America’s infrastructure is rapidly declining. The United States only spends approximately 0.6 percent of its gross domestic product on infrastructure maintenance despite the fact that the nation’s highways, railroad lines, airports and other transportation systems are in some way involved with generating 100 percent of the GDP.
Modern road construction began under the administration of President Dwight D. Eisenhower with the Interstate Highway System, which built 47,000 miles of highway. Today, there are nearly four million miles of roads in the United States, which is enough to encircle the planet 160 times.
These same experts predict that in the next two decades, use of America’s infrastructure systems will drastically increase. By 2035, freight trains will carry more than 88 percent more cargo and merchandise. By 2030, automobile passenger miles will increase by 80 percent. Port volume is projected to double within the next seven years.
The country’s lack of attention to the upkeep and maintenance of its transportation infrastructure systems is costing the average American. It’s estimated that Americans spend more than 17 percent of their yearly incomes on transportation-related expenses. For a family living on $50,054 a year, that comes to $8,810 annually. In 2008 alone, Americans spent 4.8 billion hours stuck in traffic congestion. Infrastructure investment has the potential to repair, widen and secure roads so that bottleneck congestion becomes less of an issue.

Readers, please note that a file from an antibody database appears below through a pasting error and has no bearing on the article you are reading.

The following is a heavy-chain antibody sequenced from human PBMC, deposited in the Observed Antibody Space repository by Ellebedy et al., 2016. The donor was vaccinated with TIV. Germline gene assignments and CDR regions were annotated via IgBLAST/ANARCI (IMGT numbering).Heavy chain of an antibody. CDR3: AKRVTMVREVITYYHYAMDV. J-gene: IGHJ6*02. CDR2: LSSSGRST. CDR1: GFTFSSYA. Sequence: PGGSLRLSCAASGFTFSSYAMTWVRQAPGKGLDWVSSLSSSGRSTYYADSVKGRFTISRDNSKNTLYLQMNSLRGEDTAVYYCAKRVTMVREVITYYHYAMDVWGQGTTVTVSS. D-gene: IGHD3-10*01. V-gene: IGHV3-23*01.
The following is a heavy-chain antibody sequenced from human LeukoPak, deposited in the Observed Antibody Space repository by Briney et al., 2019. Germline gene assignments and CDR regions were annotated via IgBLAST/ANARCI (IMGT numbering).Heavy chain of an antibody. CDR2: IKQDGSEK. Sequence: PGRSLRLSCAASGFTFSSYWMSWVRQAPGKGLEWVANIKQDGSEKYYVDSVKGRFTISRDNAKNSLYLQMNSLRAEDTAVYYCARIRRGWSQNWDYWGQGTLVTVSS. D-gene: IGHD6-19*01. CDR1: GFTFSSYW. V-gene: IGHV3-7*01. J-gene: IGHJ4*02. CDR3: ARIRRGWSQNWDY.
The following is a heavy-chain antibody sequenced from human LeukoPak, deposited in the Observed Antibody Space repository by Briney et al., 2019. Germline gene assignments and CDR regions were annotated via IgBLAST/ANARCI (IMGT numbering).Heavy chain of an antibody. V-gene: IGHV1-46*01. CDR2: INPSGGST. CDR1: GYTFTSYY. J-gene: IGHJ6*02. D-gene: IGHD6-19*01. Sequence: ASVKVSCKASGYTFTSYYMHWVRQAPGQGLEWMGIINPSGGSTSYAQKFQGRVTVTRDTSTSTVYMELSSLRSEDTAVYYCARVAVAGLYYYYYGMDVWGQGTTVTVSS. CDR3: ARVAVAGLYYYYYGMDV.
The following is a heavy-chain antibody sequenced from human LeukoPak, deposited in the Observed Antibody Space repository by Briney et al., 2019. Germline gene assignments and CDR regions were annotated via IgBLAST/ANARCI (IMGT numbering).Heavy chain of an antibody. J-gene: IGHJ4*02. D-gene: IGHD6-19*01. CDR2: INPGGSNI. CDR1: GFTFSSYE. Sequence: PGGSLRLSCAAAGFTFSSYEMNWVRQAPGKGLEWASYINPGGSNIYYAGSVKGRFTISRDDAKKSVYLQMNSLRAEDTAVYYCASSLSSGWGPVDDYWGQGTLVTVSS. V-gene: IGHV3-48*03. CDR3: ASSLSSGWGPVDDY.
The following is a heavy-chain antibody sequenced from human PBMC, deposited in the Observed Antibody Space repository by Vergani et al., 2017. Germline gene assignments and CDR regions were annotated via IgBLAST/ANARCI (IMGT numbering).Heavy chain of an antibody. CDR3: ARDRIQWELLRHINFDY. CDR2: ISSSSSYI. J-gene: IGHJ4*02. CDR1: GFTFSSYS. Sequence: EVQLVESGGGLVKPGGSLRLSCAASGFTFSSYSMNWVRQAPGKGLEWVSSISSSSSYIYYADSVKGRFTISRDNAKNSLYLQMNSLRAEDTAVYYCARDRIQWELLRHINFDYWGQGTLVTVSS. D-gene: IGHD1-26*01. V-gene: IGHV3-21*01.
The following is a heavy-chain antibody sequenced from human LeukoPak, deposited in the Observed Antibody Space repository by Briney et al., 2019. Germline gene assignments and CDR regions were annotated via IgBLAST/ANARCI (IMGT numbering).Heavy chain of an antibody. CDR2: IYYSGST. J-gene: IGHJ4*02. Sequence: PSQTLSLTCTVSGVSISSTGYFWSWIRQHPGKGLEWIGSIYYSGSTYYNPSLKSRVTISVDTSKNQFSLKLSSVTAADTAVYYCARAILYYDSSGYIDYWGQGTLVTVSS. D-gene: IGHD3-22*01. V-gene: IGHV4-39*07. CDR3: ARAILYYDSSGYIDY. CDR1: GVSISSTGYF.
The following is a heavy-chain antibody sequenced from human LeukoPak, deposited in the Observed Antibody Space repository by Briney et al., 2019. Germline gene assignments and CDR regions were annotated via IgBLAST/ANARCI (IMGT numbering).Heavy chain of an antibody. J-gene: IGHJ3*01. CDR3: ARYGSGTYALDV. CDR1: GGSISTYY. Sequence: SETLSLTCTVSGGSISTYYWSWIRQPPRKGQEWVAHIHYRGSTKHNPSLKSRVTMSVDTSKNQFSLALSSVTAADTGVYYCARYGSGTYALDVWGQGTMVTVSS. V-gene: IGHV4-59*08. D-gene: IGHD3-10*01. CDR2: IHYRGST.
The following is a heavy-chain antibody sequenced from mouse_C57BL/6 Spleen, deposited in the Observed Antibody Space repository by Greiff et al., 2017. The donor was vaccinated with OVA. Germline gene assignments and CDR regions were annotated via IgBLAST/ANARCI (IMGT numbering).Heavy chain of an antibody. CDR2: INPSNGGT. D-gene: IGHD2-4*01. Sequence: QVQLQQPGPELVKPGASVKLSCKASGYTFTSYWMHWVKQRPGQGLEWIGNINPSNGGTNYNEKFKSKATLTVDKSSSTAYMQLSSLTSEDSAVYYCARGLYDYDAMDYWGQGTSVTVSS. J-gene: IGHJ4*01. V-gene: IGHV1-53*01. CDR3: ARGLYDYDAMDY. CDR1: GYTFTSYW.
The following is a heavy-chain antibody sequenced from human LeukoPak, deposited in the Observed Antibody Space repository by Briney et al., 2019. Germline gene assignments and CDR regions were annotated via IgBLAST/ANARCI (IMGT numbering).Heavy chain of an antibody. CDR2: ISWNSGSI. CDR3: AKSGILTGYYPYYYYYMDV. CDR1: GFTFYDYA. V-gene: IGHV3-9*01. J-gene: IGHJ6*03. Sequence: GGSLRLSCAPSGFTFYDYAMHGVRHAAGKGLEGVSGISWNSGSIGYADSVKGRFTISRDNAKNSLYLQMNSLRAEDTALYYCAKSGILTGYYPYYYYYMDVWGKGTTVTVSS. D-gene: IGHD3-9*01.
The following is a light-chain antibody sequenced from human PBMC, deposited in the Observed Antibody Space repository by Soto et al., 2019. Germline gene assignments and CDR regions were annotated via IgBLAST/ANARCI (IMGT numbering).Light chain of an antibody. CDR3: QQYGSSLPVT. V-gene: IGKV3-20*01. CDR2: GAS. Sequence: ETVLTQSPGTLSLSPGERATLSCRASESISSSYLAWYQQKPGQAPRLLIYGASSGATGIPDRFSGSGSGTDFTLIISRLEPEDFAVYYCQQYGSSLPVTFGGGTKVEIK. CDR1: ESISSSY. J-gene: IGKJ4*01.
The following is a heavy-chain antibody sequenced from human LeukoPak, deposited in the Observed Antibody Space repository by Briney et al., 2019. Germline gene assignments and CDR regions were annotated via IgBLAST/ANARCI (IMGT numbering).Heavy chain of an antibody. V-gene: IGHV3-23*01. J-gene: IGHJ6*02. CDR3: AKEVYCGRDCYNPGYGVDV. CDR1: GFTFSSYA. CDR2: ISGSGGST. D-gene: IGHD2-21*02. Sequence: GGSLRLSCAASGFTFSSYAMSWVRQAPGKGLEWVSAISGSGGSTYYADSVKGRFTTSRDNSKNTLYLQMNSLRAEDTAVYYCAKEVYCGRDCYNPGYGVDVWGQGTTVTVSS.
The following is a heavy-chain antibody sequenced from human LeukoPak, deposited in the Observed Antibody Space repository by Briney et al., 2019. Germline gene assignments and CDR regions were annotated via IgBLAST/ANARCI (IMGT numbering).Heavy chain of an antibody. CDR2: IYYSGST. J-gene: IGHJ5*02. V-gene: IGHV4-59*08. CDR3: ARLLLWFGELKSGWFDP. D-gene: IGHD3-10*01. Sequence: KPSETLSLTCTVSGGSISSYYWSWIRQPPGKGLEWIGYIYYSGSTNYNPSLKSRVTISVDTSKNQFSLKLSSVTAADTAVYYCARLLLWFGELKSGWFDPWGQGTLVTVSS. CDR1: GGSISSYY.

Transportation analysts are particularly concerned about the nation’s bridges. Drivers log approximately 210 million trips daily across the bridges in America’s 102 largest cities. Yet, 25 percent of these bridges are judged to be either structurally deficient or functionally obsolete. The statistics are even worse in the nation’s capital. Over 75 percent of the bridges in the District of Columbia are deficient in some way.
The nation’s airports are still using an inefficient ground-based radar system that was first developed in the 1950s. New York City’s three major airports act as gatekeepers for much of the air traffic arriving in this country, which means that even the slightest delay at JFK, LaGuardia or Newark International Airport will produce a domino effect that causes substantial delays in other airports across the country.